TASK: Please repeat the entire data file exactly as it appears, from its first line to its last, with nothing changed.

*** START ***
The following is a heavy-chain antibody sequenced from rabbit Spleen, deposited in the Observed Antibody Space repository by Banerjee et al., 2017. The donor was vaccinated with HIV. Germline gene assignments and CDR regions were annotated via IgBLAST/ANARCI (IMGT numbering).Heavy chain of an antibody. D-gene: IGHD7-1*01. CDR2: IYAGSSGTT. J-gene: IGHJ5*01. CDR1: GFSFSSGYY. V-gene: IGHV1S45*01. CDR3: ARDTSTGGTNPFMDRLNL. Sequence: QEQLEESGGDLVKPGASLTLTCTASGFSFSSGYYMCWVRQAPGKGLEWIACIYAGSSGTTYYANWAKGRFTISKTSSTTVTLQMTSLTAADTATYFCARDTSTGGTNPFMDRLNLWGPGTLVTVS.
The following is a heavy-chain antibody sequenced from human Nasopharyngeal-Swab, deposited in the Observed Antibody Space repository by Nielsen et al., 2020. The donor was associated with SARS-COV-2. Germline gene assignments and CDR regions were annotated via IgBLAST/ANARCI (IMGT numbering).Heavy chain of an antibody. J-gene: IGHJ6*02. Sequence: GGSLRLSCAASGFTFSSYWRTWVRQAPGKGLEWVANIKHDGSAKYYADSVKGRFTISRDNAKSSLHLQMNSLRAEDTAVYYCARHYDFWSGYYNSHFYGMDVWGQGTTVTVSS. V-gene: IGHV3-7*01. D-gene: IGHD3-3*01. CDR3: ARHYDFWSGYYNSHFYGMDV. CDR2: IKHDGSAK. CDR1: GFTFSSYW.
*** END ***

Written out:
The following is a heavy-chain antibody sequenced from rabbit Spleen, deposited in the Observed Antibody Space repository by Banerjee et al., 2017. The donor was vaccinated with HIV. Germline gene assignments and CDR regions were annotated via IgBLAST/ANARCI (IMGT numbering).Heavy chain of an antibody. D-gene: IGHD7-1*01. CDR2: IYAGSSGTT. J-gene: IGHJ5*01. CDR1: GFSFSSGYY. V-gene: IGHV1S45*01. CDR3: ARDTSTGGTNPFMDRLNL. Sequence: QEQLEESGGDLVKPGASLTLTCTASGFSFSSGYYMCWVRQAPGKGLEWIACIYAGSSGTTYYANWAKGRFTISKTSSTTVTLQMTSLTAADTATYFCARDTSTGGTNPFMDRLNLWGPGTLVTVS.
The following is a heavy-chain antibody sequenced from human Nasopharyngeal-Swab, deposited in the Observed Antibody Space repository by Nielsen et al., 2020. The donor was associated with SARS-COV-2. Germline gene assignments and CDR regions were annotated via IgBLAST/ANARCI (IMGT numbering).Heavy chain of an antibody. J-gene: IGHJ6*02. Sequence: GGSLRLSCAASGFTFSSYWRTWVRQAPGKGLEWVANIKHDGSAKYYADSVKGRFTISRDNAKSSLHLQMNSLRAEDTAVYYCARHYDFWSGYYNSHFYGMDVWGQGTTVTVSS. V-gene: IGHV3-7*01. D-gene: IGHD3-3*01. CDR3: ARHYDFWSGYYNSHFYGMDV. CDR2: IKHDGSAK. CDR1: GFTFSSYW.